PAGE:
Sunday, January 10, 2010
Roc Day 2010
Whether it be spindles or spinning wheels, Roc Day is always a day of sharing as well as learning. ROC day is sometimes called “St. Distaff’s Day”. Of course, there is no such saint! It is celebrated on January 7th, the “first free day after Twelve-Eve-Christmas”, which was a holiday of transition from Christmas revelries to the round of everyday work. It is also called “Rock” day, as the distaff was sometimes referred to as a rock.
Traditionally, in old England, women did not spin during the twelve days of Christmas. ROC day or St. Distaff’s day, was their day to get back to work,and they certainly made the most of it! They were not without troubles during this time, because it was tradition that the plowmen thought it sport to set fire to the flax and tow. The women kept buckets of water always ready to put out the fires. It was a game of sorts, with many young men being “drenched” to the bones! Also the spinners went back to work a day ahead of the weavers, so that they could have plenty of yarn for the weavers. It was their special day.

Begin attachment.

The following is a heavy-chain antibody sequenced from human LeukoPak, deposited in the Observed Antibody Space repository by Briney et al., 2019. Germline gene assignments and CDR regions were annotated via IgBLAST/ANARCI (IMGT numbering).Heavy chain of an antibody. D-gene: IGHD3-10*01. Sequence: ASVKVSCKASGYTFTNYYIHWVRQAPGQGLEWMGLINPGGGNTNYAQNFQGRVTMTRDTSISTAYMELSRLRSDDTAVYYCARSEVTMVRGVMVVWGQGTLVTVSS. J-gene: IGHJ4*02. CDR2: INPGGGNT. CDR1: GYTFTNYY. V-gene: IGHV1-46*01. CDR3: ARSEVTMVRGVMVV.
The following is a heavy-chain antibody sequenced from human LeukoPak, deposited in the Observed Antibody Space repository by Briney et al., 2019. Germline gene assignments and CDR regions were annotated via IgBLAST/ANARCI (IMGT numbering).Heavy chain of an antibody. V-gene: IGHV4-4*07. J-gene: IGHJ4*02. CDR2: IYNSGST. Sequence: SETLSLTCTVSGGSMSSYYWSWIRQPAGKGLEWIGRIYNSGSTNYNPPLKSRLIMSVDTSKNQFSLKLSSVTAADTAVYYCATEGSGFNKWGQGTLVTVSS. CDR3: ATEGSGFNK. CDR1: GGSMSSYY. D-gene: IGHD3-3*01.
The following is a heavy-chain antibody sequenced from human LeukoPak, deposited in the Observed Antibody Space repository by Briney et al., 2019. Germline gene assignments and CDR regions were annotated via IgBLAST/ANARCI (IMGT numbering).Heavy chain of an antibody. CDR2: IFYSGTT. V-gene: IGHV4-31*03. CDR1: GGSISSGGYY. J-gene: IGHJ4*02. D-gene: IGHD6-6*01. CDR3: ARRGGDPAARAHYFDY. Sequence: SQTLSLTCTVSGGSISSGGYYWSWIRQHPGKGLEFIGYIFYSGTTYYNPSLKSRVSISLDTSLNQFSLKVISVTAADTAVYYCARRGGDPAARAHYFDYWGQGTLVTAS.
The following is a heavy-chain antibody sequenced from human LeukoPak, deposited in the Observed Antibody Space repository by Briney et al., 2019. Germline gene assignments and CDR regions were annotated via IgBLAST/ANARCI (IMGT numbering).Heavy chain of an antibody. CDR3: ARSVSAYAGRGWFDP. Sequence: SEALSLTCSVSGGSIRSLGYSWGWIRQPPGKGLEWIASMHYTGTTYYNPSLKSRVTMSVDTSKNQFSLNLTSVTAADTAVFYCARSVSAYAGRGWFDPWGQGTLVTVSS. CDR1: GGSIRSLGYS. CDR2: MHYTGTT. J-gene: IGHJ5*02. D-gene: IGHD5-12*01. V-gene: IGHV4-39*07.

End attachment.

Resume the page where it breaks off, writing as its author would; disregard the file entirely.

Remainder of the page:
In modern times, Roc Day is held the weekend closest to January 7th. Spinning of fibers, tales and yarns are common but no tricks by the young men. In fact, we are lucky if one man attends the gathering. This year Roc Day featured numerous vendors offering their wares--lovely alpaca fiber straight from the animal or prespun skeins of colors. Whisper Soft Alpacas
Or take the alpaca fiber and create wonderful bead felted necklaces as this vendor has done.
Cathy from Coldwater Alpaca Ranch creates useful items like felted fiber handmade soaps. Here she models one of her lovely necklaces.